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Very excellent question Ferret.  My guess is that most of the holes in the bridge can be explained by a single word ("queue the Fiddler on the Roof") -- Tradition.

 

However, I would love to hear the results of your experiments, and who knows you might even develop an industry from it. One thing to keep in mind for a bridge is that it must be able to transmit the strings vibrations to the body of the instrument. Not all types of wood do that well. That's why violins are typically made from certain types of wood. Those woods are called tonewoods -- because of their ability to resonate better than other types of wood.  For Australian tonewoods, people such as these guys might have some woods that would be suitable for your experiments. I'm sure there are many others as well.

 

http://www.australiantonewoods.com/

A positive attitude may not solve all your problems, but it will annoy enough people to make it worth the effort. ~Herm Albright

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Oliver
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March 12, 2014 - 6:22 pm
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When you come to a fork in the road, take it.

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Ferret
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@Oliver 

Thanks for the resources mate.

Have downloaded and printed the e-books

There is timber on the way from Western Australia. As soon as it arrives I get into it :)

Seen it all. Done it all. Can't remember most of dunno ..... What was I saying???? facepalm

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Oliver
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March 13, 2014 - 4:42 pm
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I do not intend to overwhelm you with references but some of these are really great.

This is about giving a violin more of a bass "presence" .  I think I have to try some of this :)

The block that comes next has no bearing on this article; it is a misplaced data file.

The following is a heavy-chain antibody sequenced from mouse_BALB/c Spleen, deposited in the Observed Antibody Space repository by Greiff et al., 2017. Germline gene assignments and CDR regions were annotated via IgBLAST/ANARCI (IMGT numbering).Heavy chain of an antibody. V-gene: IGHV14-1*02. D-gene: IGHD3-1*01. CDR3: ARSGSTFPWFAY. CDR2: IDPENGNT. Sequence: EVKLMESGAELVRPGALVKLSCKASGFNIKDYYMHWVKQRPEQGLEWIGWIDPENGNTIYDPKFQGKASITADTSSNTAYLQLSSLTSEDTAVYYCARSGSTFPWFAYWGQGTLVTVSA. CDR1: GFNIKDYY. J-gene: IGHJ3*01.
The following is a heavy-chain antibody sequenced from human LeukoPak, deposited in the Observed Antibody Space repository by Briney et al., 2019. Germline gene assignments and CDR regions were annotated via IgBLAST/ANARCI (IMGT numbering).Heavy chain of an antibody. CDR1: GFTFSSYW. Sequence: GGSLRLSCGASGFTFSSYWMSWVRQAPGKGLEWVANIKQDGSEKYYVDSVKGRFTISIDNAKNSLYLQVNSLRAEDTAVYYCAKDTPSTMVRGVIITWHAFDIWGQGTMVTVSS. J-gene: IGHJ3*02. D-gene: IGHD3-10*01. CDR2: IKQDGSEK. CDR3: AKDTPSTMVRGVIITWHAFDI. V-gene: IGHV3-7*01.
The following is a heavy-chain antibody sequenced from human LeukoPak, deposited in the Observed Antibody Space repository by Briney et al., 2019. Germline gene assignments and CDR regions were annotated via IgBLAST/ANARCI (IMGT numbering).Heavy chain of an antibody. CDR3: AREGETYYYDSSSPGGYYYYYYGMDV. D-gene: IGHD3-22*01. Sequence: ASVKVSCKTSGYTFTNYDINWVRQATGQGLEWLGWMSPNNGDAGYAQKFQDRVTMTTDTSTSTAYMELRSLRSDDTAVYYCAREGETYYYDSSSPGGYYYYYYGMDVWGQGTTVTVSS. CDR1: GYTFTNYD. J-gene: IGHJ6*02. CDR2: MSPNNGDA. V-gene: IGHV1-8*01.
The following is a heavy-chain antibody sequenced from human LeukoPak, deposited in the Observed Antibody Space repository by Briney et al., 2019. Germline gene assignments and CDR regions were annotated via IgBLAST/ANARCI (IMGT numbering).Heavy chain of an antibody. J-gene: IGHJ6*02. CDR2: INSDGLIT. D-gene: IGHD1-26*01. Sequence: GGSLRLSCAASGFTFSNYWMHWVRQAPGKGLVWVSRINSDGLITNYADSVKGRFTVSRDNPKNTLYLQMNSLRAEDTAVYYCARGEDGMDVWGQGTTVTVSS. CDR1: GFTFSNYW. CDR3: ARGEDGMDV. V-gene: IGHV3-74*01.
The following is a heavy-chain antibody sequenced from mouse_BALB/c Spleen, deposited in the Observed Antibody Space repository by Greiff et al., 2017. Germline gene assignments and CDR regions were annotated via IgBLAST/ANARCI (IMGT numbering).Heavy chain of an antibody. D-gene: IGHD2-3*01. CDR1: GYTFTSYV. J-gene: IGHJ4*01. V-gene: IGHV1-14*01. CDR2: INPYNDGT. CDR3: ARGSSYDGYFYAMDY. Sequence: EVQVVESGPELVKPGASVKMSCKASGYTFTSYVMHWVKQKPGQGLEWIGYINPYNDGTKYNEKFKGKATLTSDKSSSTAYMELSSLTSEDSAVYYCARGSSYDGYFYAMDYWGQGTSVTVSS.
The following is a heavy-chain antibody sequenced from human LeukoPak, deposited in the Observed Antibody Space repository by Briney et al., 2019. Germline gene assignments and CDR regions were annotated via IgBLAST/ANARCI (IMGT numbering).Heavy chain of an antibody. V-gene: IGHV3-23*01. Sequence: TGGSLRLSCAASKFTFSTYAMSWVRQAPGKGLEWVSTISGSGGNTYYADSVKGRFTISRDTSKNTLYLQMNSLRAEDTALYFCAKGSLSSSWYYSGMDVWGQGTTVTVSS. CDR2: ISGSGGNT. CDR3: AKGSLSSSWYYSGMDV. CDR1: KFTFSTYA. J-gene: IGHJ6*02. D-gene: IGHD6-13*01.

Back to the bridge:
Try filing the following parts iteratively but roughly in this order:
1) File the arc between the bridge feet but file more under the A/E strings. (Listen)
2) Increase the size of the (big) hole in the ear under the E string. The channel between the heart A side and the E side is thinned but file the hole to keep the hole pleasant to look at. Most important again:listen to changes in tone color.
3) If needed file the heart under the A string to balance (increase) the D string volume compared to the other strings. File the heart under the D string to adjust the A string volume. Warning: If you make the heart to big the sound becomes "nasal" and unpleasant.
4) If the bass side gets too nice and round and uninteresting then file the G side ear side and opening which adds "some sting" to the bass. If you over do it the bass gets dry.
Go back to step 1 and start a new round.

It is usually a good idea to do one round and then play the instrument for one or two weeks before the next round to allow the bridge response to be stable. You can hear that the filed bridge to some extent goes back to the state before filing (which is fortunate!).

The key is to do only small steps and to learn to listen. As a general rule you get more volume by filing the openings in the arc, the ears and the heart. Overdoing it gives you an unpleasant nasal sound so you have to experiment and you have to learn to listen.

When you come to a fork in the road, take it.

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Ferret